Is your medical practice still on solid ground or do you need to make some changes?

By Zac Herps, Managing Director at Hillhouse Legal Partners
| 6 min. read

Key takeaways

  • A solid business structure can protect you and support the long-term success of your practice, but it involves more than simply incorporating a company or establishing a trust
  • The processes and agreements you put in place during the early days of your practice may now be outdated
  • Protection of websites and patient data is usually an inexpensive process compared with the risks of a competitor dispute or patient data being compromised

You may have done the hard yards establishing your practice and securing your reputation as a medical professional, but don’t think your business can now take care of itself.

The start of a new year is a good time to look at how you can ensure your medical practice is still on solid ground and positioned well for continued growth.

I believe the first question you need to ask yourself is whether the structure of your business is effective both from an asset protection view point and is it also tax effective.

A strong business structure can protect you and support the long-term success of your practice but it involves more than simply incorporating a company or establishing a trust.

For example, what asset protection do you have? Are you sure your family home is protected under the current business structure? Is that structure also the most tax effective for you?

How long since you’ve looked at your management of cash flow and liabilities?

It’s also worth taking the time to consider how service fees are paid, who is obligated to provide which services and how you distribute costs and profits among unitholders, shareholders or beneficiaries under your trust(s).

Remember, the processes you put in place during the early days of the practice may now be outdated. For instance, medical companies were common trading entities a decade ago, but many doctors now trade as sole-traders. Service entities were commonly trusts but company structures are now on the rise.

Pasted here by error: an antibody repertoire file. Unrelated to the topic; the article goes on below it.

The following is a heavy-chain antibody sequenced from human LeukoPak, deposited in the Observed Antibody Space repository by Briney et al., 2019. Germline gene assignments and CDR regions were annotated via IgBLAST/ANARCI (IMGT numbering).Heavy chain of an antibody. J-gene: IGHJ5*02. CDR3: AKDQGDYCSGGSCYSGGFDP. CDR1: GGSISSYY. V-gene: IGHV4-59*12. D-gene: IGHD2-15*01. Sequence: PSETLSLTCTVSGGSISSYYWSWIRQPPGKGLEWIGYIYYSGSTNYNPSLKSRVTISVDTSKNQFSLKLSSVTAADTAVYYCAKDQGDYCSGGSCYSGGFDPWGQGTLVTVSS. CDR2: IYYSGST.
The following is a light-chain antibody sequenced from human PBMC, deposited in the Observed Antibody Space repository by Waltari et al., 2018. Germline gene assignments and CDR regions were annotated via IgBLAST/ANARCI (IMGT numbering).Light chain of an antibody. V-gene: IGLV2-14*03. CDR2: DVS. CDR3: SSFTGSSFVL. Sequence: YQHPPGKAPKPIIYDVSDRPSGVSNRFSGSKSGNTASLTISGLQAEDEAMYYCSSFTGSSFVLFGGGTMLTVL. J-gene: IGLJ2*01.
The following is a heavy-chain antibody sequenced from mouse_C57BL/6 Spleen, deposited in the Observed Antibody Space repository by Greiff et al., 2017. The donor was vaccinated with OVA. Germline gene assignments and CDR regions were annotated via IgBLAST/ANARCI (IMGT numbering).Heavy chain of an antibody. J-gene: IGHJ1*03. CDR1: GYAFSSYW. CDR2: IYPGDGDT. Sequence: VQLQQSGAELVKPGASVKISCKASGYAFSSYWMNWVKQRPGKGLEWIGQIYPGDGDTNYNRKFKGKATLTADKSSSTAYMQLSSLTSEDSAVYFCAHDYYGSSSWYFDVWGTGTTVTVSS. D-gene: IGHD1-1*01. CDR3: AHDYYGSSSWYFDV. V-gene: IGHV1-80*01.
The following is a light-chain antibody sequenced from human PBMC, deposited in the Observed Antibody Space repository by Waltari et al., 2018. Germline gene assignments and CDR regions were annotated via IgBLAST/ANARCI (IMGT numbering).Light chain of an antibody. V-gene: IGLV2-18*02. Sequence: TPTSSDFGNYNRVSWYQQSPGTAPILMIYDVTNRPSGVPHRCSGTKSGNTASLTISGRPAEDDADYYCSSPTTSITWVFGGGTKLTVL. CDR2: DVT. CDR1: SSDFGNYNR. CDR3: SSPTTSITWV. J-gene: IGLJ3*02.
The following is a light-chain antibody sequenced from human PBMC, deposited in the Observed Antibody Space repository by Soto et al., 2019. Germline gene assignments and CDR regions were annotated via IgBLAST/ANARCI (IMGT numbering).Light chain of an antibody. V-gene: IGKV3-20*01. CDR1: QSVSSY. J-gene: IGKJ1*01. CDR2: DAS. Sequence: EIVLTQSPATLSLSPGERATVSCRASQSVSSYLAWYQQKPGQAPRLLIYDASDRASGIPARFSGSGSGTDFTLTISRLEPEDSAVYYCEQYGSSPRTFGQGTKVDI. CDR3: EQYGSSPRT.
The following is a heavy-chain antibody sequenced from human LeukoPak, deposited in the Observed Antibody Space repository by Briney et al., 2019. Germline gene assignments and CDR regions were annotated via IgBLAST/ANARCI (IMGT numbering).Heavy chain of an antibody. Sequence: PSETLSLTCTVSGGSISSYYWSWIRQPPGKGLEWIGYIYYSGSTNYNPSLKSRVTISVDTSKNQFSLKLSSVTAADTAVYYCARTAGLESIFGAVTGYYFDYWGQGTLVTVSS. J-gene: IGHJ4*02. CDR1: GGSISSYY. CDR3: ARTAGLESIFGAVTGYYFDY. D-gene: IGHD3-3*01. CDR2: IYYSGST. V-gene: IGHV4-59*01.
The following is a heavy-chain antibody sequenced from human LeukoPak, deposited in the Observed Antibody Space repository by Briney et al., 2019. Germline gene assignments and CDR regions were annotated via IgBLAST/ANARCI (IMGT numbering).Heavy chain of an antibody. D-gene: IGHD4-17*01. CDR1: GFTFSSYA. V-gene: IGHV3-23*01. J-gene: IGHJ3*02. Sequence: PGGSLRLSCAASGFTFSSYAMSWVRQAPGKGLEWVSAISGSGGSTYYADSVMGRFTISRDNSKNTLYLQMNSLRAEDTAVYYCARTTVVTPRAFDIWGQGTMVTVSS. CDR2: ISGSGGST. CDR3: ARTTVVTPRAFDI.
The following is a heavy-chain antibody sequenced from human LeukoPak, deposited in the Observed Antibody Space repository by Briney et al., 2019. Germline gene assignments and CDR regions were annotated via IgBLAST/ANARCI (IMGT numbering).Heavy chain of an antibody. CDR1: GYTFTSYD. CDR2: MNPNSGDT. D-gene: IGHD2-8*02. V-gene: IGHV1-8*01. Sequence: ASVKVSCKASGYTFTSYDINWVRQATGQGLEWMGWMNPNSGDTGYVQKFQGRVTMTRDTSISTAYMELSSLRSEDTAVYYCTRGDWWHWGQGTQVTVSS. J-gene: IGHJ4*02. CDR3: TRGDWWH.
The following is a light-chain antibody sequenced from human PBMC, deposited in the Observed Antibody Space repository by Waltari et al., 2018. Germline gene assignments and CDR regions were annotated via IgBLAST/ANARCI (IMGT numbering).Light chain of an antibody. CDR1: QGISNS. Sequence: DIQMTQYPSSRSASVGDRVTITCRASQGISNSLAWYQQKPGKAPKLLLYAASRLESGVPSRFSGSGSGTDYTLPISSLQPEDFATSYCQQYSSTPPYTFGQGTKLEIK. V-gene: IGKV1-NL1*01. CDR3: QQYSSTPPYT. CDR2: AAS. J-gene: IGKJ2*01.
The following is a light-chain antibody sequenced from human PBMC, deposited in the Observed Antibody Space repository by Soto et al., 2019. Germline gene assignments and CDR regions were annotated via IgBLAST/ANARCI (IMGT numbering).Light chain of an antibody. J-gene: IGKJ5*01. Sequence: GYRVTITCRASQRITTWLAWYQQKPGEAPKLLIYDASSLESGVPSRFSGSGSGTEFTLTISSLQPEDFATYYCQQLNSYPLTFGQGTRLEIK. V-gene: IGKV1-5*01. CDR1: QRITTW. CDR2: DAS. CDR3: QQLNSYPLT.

Another key area to consider within your practice is the need for clearly defined roles, expectations and agreements with your employees and contractors. Once again, the agreements you put in place during the early days may now be outdated – especially with changes to workplace legislation.

Do you have employment or independent contractor/ locum agreements which provide sufficient protections and clarity?

And are your policies and procedures adequate for things such as dealing with employee leave, discrimination and sexual harassment, bullying, IT and security, Workplace Health and Safety, performance management and handling of complaints?

One other area I find is often overlooked by medical practitioners is the protection of intellectual property.

This is one of the main things that sets your brand apart from your competitors and failing to protect it can leave your business vulnerable to a competitor using your business name or logos.

And in this day and age, it is also important to know your websites and patient data are protected. Generally, this is an inexpensive process, especially compared with the risks of a competitor dispute or patient data being compromised.

Finally, it is important to ensure that your business and family are protected and looked after if anything happens to you.

Your business is valuable and you should treat it that way by ensuring you have a valid Will drafted by a lawyer, to ensure your individual circumstances are properly considered and your wishes are upheld.

Having a valid Will ensures your estate is protected from certain claims or people; your family is looked after and your superannuation is distributed as you wish. There are also potential tax advantages that can be gained through a will properly drafted by a lawyer.

Apart from anything else, there be substantial costs incurred to administer your estate if you die without a valid Will.

I know a lot to consider, but it’s worth it in the long run, for your sake, for the sake of your business and potentially the same of your family.

The information in this blog is intended only to provide a general overview and has not been prepared with a view to any particular situation or set of circumstances. It is not intended to be comprehensive nor does it constitute legal advice. While we attempt to ensure the information is current and accurate we do not guarantee its currency and accuracy. You should seek legal or other professional advice before acting or relying on any of the information in this blog as it may not be appropriate for your individual circumstances.